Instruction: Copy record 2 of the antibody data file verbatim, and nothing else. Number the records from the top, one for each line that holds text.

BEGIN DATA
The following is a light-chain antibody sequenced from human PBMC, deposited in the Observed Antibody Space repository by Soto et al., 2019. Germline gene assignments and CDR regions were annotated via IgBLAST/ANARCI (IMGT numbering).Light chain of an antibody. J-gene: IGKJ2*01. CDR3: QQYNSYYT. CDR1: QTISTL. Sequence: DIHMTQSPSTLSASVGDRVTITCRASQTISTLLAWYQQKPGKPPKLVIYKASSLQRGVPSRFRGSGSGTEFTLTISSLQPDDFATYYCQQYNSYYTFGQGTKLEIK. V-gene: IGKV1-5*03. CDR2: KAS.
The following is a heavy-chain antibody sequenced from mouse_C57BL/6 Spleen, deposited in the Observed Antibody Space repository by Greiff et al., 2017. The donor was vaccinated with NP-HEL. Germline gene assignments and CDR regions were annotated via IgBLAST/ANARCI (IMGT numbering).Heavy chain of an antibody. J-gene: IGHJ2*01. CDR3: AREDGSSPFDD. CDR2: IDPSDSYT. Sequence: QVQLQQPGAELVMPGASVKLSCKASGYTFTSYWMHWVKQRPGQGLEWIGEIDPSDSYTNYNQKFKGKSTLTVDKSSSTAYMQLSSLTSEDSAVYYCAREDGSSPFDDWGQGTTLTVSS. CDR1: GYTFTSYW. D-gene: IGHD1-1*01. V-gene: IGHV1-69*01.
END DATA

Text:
The following is a heavy-chain antibody sequenced from mouse_C57BL/6 Spleen, deposited in the Observed Antibody Space repository by Greiff et al., 2017. The donor was vaccinated with NP-HEL. Germline gene assignments and CDR regions were annotated via IgBLAST/ANARCI (IMGT numbering).Heavy chain of an antibody. J-gene: IGHJ2*01. CDR3: AREDGSSPFDD. CDR2: IDPSDSYT. Sequence: QVQLQQPGAELVMPGASVKLSCKASGYTFTSYWMHWVKQRPGQGLEWIGEIDPSDSYTNYNQKFKGKSTLTVDKSSSTAYMQLSSLTSEDSAVYYCAREDGSSPFDDWGQGTTLTVSS. CDR1: GYTFTSYW. D-gene: IGHD1-1*01. V-gene: IGHV1-69*01.